STOCKHOLM (AP) — Swedish police detained a woman Friday who sprayed an anti-Islam activist with a fire extinguisher as he staged a Quran-burning protest outside the Iranian Embassy in Stockholm.
Video of the scene showed the woman rushing up to Salwan Momika and spraying white powder toward him before she was intercepted by plainclothes police officers who led her away. Momika, who appeared stunned but unhurt, then resumed his demonstration, which had been authorized by police.
Police spokeswoman Towe Hägg said the woman, who was not identified by police, was detained on suspicion of disturbing public order and violence against a police officer.
Momika, a refugee from Iraq, has desecrated the Quran in a series of anti-Islam protests that have caused anger in many Muslim countries. Swedish police have allowed his demonstrations, citing freedom of speech while filing preliminary hate speech charges against him.
Prosecutors are investigating whether his actions are permissible under Sweden’s hate speech law, which prohibits incitement of hatred against groups or individuals based on race, religion or sexual orientation. Momika says his protests target the religion of Islam, not Muslim people.
The Quran-burnings have sparked angry protests in Muslim countries, attacks on Swedish diplomatic missions and threats from Islamic extremists.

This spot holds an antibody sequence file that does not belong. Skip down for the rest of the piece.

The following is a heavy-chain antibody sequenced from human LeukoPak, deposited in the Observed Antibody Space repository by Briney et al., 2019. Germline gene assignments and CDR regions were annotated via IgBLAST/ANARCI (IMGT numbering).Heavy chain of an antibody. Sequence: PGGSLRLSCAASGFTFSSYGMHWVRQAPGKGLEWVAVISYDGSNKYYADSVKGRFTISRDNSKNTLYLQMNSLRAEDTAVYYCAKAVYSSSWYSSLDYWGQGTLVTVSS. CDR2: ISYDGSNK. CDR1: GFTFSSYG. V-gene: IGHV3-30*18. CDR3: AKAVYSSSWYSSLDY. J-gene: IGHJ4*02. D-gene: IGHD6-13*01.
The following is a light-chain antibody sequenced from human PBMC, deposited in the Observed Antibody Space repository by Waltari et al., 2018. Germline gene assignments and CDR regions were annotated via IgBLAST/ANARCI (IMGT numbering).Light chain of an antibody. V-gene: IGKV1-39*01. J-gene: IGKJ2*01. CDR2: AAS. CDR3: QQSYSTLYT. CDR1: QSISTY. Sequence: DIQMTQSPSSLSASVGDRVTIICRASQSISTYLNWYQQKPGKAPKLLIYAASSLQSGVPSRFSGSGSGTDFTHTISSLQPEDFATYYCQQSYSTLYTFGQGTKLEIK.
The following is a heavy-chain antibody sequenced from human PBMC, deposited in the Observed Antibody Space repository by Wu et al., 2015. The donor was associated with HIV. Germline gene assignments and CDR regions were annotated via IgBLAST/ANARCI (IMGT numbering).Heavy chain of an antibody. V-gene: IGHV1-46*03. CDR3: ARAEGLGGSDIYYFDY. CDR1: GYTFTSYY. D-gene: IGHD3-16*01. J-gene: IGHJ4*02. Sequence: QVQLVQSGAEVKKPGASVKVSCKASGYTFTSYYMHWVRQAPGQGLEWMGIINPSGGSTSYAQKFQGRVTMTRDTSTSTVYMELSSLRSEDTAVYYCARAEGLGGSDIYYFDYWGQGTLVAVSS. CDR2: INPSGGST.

Sweden on Thursday raised its terror alert to the second-highest level, saying the country had become a priority target for terrorist groups.
Momika said he would continue to burn the Quran despite the threats directed at him and Sweden, saying he wants to protect Sweden’s population from the messages of the Quran.
“I have freedom of speech,” Swedish news agency TT quoted him as saying.
Muslim leaders in Sweden have called on the government to find ways to stop the Quran burnings. Sweden dropped its last blasphemy laws in the 1970s and the government has said it has no intention to reintroduce them. However, the government on Friday announced an inquiry into legal possibilities for enabling police to reject permits for demonstrations over national security concerns.
According to Justice Minister Gunnar Strömmer, the inquiry would study legislation in countries such as France, Norway and the Netherlands which he said have extensive freedom of speech but “greater scope for including security in this type of assessment.”
The Quran-burnings have prompted several countries to update their travel advice for the Scandinavian country. The U.S. Embassy in Sweden issued a security alert this week warning of “possible retaliatory attacks by terrorists” and urging U.S. citizens to use caution when going to crowded public venues and around diplomatic facilities.